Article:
“We anticipate a staff reduction literally this week,” said Fitzpatrick. “We’re working very closely with a lot of input from the administrative team at Mountain View and I’ve had meetings with the whole staff myself. I’ve really made it clear to the staff that this isn’t just coming from the top down out of Augusta. … I want people running the operation to have input to where this is going.”
Fitzpatrick said that the Mountain View facility was originally built for up to 140 juvenile inmates and in past years regularly housed more than 100. However, he said because of an effort by the courts and other agencies to route young offenders to treatment and other nonprison alternatives, along with youth recidivism rates that have dropped considerably, the day-to-day population at Mountain View regularly dips into the single digits.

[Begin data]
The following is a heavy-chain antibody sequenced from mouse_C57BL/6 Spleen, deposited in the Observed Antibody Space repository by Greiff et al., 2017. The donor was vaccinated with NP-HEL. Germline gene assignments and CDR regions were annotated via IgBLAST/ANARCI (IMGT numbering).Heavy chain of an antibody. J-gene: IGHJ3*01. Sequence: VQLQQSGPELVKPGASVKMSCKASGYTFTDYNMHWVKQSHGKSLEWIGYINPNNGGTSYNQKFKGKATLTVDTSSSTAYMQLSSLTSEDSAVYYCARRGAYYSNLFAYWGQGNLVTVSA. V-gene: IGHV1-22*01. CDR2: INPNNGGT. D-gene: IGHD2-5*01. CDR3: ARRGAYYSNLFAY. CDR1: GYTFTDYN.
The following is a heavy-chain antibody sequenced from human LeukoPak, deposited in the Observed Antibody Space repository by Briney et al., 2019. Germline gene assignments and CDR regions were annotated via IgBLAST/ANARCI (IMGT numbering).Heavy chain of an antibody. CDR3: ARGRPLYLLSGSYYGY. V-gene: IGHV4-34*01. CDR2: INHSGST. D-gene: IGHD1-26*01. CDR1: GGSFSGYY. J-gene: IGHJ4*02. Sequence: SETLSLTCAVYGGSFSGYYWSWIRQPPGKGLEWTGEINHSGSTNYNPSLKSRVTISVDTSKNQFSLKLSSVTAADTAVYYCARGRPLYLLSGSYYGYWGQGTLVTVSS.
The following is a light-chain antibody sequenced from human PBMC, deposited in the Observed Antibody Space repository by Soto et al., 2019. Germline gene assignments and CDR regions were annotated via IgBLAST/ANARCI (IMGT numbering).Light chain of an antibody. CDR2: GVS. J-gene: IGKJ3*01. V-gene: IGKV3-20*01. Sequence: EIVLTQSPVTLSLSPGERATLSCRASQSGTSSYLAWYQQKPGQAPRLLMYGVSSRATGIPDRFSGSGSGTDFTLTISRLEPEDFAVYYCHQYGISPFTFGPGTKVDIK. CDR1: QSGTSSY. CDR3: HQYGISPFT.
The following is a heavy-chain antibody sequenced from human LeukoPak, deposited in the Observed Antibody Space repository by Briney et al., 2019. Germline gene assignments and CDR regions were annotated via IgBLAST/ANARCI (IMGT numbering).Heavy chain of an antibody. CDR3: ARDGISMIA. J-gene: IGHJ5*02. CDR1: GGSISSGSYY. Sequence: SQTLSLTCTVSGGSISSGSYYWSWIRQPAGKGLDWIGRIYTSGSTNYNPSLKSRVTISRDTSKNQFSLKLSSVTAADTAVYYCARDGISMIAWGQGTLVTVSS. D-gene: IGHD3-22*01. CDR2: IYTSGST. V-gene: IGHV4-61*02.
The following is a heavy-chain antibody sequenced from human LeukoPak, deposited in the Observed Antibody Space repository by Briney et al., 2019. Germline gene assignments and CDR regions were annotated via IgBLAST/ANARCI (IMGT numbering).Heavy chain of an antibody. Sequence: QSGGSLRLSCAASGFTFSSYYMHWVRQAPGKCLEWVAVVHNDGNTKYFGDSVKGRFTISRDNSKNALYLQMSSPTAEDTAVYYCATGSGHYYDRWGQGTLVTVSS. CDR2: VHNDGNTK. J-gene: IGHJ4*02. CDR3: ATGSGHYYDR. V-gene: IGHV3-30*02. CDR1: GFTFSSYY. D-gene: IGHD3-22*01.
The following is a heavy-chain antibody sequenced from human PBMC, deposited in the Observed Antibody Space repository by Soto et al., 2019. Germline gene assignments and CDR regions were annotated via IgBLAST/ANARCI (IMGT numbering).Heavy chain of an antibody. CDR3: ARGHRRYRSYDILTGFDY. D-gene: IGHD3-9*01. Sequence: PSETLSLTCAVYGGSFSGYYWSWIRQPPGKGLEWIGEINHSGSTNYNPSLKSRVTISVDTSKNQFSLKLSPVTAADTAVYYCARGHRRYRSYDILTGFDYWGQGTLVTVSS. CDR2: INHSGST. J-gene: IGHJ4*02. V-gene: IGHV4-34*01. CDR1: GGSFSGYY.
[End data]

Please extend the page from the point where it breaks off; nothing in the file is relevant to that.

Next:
“When you get down to even 30 or 20 residents, that has to lead to questions about staffing,” said Fitzpatrick.
Mountain View — which is near the Charleston Correctional Facility, a medium-security facility for adults — has typically housed juveniles from the central and northern portions of Maine. Fitzpatrick said the Department of Corrections will work with families of young inmates who have been moved to Long Creek to help facilitate visits. Fitzpatrick said that could include everything from gas cards to a shuttle service to the availability of computer technology for remote communication.
Fitzpatrick said he and his staff are developing new plans for the Mountain View facility, including turning it into a site for inmates who are elderly or need complex and extensive medical treatments. He said it could also be the site of an enhanced therapeutic treatment center for young inmates ages 18-26 or a “step-up” outpatient program for substance abusers who don’t need the extensive, around-the-clock therapy that is offered at the Maine Correctional Center in Windham.